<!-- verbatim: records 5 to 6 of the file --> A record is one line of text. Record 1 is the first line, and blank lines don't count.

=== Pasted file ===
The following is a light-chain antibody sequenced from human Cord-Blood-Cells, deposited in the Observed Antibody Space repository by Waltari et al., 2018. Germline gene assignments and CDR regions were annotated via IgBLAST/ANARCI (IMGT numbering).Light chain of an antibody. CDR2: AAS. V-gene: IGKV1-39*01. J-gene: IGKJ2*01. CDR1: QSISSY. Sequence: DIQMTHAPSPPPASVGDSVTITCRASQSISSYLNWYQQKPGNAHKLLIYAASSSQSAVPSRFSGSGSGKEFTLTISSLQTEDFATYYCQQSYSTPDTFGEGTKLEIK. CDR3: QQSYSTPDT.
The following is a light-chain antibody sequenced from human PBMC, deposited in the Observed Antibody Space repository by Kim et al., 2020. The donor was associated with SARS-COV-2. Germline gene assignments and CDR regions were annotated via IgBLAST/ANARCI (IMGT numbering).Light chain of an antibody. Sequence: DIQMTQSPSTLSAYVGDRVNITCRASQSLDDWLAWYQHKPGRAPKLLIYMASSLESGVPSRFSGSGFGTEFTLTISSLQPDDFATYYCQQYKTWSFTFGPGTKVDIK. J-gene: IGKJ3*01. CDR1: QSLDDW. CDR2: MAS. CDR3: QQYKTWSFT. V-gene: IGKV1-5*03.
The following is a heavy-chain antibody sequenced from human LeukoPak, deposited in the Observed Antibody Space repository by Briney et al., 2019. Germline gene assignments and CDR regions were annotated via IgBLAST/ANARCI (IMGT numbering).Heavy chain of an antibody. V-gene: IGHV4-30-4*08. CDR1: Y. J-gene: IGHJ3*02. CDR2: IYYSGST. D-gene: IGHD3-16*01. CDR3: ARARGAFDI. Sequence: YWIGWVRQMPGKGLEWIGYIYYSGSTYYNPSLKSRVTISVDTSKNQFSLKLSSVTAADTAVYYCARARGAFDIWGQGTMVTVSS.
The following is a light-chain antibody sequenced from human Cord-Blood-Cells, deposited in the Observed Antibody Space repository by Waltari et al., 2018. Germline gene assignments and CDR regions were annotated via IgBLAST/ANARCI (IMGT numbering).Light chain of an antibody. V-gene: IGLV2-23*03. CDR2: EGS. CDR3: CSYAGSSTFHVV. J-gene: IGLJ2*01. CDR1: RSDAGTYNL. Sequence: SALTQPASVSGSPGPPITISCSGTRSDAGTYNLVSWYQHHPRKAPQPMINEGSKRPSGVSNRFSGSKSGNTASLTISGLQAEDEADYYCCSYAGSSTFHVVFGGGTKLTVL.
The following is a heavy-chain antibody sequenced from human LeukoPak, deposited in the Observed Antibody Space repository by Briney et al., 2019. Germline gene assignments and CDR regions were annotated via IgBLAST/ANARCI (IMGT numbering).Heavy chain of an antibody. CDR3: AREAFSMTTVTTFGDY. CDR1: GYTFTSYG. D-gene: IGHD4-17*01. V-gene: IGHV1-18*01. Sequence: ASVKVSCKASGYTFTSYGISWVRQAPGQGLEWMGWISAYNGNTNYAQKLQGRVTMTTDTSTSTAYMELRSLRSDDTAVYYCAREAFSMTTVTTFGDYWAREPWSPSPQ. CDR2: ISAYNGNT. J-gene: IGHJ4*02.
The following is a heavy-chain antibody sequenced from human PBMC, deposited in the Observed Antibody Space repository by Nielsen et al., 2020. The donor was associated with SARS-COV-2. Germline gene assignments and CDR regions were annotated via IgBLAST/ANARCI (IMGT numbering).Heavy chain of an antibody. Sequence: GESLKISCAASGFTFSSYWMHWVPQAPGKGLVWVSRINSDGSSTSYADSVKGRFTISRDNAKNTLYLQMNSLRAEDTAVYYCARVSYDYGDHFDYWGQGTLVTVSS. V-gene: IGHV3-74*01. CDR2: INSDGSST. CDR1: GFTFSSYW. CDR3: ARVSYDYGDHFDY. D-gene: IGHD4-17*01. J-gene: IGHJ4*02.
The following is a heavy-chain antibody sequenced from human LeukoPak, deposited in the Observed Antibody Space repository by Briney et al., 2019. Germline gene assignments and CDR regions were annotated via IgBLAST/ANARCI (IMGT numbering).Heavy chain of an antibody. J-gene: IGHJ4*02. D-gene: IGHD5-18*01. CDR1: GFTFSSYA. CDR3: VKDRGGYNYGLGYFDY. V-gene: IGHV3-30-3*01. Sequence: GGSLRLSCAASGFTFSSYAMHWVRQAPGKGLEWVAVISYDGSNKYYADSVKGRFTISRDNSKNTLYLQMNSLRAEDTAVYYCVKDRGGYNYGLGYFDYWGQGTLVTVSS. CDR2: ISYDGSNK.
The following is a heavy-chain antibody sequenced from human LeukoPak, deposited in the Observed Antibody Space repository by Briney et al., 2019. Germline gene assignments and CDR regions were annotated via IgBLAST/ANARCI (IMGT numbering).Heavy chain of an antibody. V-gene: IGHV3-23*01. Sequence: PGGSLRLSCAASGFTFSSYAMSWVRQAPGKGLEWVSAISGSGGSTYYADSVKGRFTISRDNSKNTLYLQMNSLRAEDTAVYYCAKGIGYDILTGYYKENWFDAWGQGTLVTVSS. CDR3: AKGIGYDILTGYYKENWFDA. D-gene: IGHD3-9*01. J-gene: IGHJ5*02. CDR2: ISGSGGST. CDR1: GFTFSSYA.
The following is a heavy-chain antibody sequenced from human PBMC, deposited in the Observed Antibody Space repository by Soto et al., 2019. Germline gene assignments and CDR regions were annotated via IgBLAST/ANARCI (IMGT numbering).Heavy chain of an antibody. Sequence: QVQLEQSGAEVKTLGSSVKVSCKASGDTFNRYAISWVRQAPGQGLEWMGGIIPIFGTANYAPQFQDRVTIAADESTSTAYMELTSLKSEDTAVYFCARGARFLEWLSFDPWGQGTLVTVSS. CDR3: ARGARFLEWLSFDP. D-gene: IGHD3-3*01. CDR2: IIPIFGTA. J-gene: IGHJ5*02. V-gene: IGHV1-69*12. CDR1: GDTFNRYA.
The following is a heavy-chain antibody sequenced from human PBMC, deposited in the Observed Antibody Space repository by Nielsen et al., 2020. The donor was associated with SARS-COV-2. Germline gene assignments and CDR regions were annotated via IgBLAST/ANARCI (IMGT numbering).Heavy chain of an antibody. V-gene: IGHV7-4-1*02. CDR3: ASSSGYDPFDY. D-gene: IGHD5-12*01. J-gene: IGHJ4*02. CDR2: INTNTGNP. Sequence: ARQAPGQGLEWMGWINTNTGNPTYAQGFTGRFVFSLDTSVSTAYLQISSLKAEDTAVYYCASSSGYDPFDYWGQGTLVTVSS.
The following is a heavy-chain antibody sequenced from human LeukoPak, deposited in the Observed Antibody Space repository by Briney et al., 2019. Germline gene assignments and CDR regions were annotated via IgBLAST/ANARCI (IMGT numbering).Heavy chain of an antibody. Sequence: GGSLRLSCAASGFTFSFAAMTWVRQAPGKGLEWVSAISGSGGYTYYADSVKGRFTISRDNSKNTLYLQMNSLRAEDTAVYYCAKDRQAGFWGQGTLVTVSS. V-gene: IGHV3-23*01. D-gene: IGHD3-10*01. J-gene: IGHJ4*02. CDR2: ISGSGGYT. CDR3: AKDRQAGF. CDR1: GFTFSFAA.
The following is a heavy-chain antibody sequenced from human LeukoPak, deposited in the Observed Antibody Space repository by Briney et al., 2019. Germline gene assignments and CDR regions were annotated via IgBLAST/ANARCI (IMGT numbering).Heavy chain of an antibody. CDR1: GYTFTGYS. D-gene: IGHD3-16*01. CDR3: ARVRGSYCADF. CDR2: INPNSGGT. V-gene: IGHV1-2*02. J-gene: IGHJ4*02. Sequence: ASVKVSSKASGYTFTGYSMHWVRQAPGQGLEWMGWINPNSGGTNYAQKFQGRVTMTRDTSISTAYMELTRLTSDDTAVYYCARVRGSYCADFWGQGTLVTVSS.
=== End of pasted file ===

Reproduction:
The following is a heavy-chain antibody sequenced from human LeukoPak, deposited in the Observed Antibody Space repository by Briney et al., 2019. Germline gene assignments and CDR regions were annotated via IgBLAST/ANARCI (IMGT numbering).Heavy chain of an antibody. CDR3: AREAFSMTTVTTFGDY. CDR1: GYTFTSYG. D-gene: IGHD4-17*01. V-gene: IGHV1-18*01. Sequence: ASVKVSCKASGYTFTSYGISWVRQAPGQGLEWMGWISAYNGNTNYAQKLQGRVTMTTDTSTSTAYMELRSLRSDDTAVYYCAREAFSMTTVTTFGDYWAREPWSPSPQ. CDR2: ISAYNGNT. J-gene: IGHJ4*02.
The following is a heavy-chain antibody sequenced from human PBMC, deposited in the Observed Antibody Space repository by Nielsen et al., 2020. The donor was associated with SARS-COV-2. Germline gene assignments and CDR regions were annotated via IgBLAST/ANARCI (IMGT numbering).Heavy chain of an antibody. Sequence: GESLKISCAASGFTFSSYWMHWVPQAPGKGLVWVSRINSDGSSTSYADSVKGRFTISRDNAKNTLYLQMNSLRAEDTAVYYCARVSYDYGDHFDYWGQGTLVTVSS. V-gene: IGHV3-74*01. CDR2: INSDGSST. CDR1: GFTFSSYW. CDR3: ARVSYDYGDHFDY. D-gene: IGHD4-17*01. J-gene: IGHJ4*02.